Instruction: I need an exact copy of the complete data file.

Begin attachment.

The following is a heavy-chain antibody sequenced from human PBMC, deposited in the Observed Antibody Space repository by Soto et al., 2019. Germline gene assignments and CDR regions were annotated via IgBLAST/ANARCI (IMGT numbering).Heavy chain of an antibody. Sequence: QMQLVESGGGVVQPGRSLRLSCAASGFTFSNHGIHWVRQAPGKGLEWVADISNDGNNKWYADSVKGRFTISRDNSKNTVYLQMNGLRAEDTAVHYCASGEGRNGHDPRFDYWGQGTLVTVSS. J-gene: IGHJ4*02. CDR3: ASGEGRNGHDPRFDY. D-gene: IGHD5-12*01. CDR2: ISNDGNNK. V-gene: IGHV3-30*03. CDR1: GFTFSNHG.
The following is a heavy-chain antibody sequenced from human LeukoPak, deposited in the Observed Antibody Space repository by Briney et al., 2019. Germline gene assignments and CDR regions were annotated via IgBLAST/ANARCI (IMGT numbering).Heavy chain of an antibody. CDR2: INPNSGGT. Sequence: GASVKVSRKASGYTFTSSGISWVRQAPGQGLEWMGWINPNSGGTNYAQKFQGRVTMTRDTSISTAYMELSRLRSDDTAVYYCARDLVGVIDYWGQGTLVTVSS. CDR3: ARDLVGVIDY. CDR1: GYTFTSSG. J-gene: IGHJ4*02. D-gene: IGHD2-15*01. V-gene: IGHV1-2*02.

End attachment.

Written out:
The following is a heavy-chain antibody sequenced from human PBMC, deposited in the Observed Antibody Space repository by Soto et al., 2019. Germline gene assignments and CDR regions were annotated via IgBLAST/ANARCI (IMGT numbering).Heavy chain of an antibody. Sequence: QMQLVESGGGVVQPGRSLRLSCAASGFTFSNHGIHWVRQAPGKGLEWVADISNDGNNKWYADSVKGRFTISRDNSKNTVYLQMNGLRAEDTAVHYCASGEGRNGHDPRFDYWGQGTLVTVSS. J-gene: IGHJ4*02. CDR3: ASGEGRNGHDPRFDY. D-gene: IGHD5-12*01. CDR2: ISNDGNNK. V-gene: IGHV3-30*03. CDR1: GFTFSNHG.
The following is a heavy-chain antibody sequenced from human LeukoPak, deposited in the Observed Antibody Space repository by Briney et al., 2019. Germline gene assignments and CDR regions were annotated via IgBLAST/ANARCI (IMGT numbering).Heavy chain of an antibody. CDR2: INPNSGGT. Sequence: GASVKVSRKASGYTFTSSGISWVRQAPGQGLEWMGWINPNSGGTNYAQKFQGRVTMTRDTSISTAYMELSRLRSDDTAVYYCARDLVGVIDYWGQGTLVTVSS. CDR3: ARDLVGVIDY. CDR1: GYTFTSSG. J-gene: IGHJ4*02. D-gene: IGHD2-15*01. V-gene: IGHV1-2*02.